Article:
But there are those who don’t want to stay in their own bubble – in fact, they feel like their personal lives are so interesting, everyone else in the surrounding area should share in it. Even when their conversation is about not much of anything, these people are determined to let everyone in on the details.

The only way to deal with these people is to fight fire with fire. Whip out your phone, pretend to make a call and proceed to complain about the blabbering loudmouth you’ve been forced to share space with. They might take the hint and end the call but beware – talk too loudly and you run the risk of becoming the very thing you detest.

Passengers on their smartphones

The seat hoarder

You know the type. They’re usually accompanied by twenty bags of shopping or the entire contents of their home in various containers. But it doesn’t matter if they had one bag or twenty, they would still believe that the volume of their positions entitled them to additional seating.

The seat hoarder will typically have a permanent scowl attached to their face, eyes glued to their phone to avoid catching the disapproving gaze of their fellow passengers.

It’s difficult to say how best to deal with seat-hoarders. The worst offenders are so wrapped up in their entitlement, any effort to procure your own space would probably be futile. Instead, try to sit as close as possible to them and, if you have a pen and paper handy, slip a note into their shopping bags. The note doesn’t have to be mean or threatening, but perhaps a gentle reminder that they’re not the only one in need of a seat on transport. You never know, perhaps all they need is a nudge in the right direction.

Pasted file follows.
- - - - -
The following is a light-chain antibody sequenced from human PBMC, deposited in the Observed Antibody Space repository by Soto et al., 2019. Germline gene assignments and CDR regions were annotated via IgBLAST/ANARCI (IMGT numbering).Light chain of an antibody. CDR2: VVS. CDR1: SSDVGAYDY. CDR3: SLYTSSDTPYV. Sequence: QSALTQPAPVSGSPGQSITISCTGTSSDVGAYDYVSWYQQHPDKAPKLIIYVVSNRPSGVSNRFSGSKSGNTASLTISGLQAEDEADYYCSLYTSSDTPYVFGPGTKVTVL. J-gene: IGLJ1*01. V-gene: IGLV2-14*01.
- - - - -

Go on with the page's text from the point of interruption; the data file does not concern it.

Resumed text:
Passenger hoarding seats on public transport with bags

The human boombox

So, you’re sat there, just enjoying your journey. Perhaps you’re watching a film, or browsing the internet quietly minding your own business. Then you hear them. Somewhere, the sound of crashing percussion, violent screaming, pounding bass, or a combination of all three, rattles around the carriage, and it’s coming closer.

When they sit down, you see it is not actually some slack-jawed oaf playing their music through the speaker on their phone (although these people deserve to be dragged behind the bus). Instead, it’s someone playing music through earphones at what must sound to them like an explosion in a fireworks factory. Still, it’s a remarkable testament to the sheer durability of the human eardrum.

Dealing with a human boombox can be tricky. For one, they’ll be completely oblivious to any audible attempt to engage with them. Instead, try signing to them to remove their earphones. When they do, mouth words to convince them they’ve given themselves permanent hearing damage.

Man optimising journey looking down aisle of plane

Of course, the passengers detailed here are exceptions to the norm; most people just want to ride their transport without upsetting their fellow passengers. But there are endless varieties of twerps dedicated to upsetting your journey; so who have we missed? Let us know in the comments below.